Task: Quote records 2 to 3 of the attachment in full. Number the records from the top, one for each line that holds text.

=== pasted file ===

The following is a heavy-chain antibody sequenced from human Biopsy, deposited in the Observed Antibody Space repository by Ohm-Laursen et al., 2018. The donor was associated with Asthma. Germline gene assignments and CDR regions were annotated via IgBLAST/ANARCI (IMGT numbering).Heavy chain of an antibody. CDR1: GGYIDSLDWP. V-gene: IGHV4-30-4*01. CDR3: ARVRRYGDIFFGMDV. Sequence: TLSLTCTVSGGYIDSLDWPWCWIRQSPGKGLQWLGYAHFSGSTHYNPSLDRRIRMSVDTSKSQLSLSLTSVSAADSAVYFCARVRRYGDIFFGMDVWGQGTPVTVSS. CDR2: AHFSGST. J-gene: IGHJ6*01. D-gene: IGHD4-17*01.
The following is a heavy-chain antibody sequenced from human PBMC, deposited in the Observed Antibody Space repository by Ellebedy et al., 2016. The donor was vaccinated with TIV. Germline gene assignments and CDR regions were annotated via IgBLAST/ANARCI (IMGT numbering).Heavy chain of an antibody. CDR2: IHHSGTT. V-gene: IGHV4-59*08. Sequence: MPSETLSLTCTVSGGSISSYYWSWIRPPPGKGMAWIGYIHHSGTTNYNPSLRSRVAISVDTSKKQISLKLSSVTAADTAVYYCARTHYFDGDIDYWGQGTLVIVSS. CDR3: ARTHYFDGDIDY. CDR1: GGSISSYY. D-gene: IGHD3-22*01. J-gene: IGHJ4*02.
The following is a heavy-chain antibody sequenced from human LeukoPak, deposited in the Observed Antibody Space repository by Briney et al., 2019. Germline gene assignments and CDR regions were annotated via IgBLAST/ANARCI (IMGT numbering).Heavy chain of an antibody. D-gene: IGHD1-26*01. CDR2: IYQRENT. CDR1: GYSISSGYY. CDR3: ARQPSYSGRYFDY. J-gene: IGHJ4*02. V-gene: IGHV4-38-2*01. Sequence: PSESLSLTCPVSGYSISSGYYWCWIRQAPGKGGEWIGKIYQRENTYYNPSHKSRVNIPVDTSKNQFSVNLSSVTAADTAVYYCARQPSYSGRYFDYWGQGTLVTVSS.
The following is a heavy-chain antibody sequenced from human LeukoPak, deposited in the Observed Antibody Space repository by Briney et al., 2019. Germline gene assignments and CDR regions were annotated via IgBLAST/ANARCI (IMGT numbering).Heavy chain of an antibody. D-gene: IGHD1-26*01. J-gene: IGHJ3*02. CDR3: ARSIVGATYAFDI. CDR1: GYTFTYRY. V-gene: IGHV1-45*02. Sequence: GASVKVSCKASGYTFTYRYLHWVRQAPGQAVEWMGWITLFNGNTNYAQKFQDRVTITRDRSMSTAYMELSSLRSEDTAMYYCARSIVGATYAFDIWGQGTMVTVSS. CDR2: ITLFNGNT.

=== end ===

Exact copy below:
The following is a heavy-chain antibody sequenced from human PBMC, deposited in the Observed Antibody Space repository by Ellebedy et al., 2016. The donor was vaccinated with TIV. Germline gene assignments and CDR regions were annotated via IgBLAST/ANARCI (IMGT numbering).Heavy chain of an antibody. CDR2: IHHSGTT. V-gene: IGHV4-59*08. Sequence: MPSETLSLTCTVSGGSISSYYWSWIRPPPGKGMAWIGYIHHSGTTNYNPSLRSRVAISVDTSKKQISLKLSSVTAADTAVYYCARTHYFDGDIDYWGQGTLVIVSS. CDR3: ARTHYFDGDIDY. CDR1: GGSISSYY. D-gene: IGHD3-22*01. J-gene: IGHJ4*02.
The following is a heavy-chain antibody sequenced from human LeukoPak, deposited in the Observed Antibody Space repository by Briney et al., 2019. Germline gene assignments and CDR regions were annotated via IgBLAST/ANARCI (IMGT numbering).Heavy chain of an antibody. D-gene: IGHD1-26*01. CDR2: IYQRENT. CDR1: GYSISSGYY. CDR3: ARQPSYSGRYFDY. J-gene: IGHJ4*02. V-gene: IGHV4-38-2*01. Sequence: PSESLSLTCPVSGYSISSGYYWCWIRQAPGKGGEWIGKIYQRENTYYNPSHKSRVNIPVDTSKNQFSVNLSSVTAADTAVYYCARQPSYSGRYFDYWGQGTLVTVSS.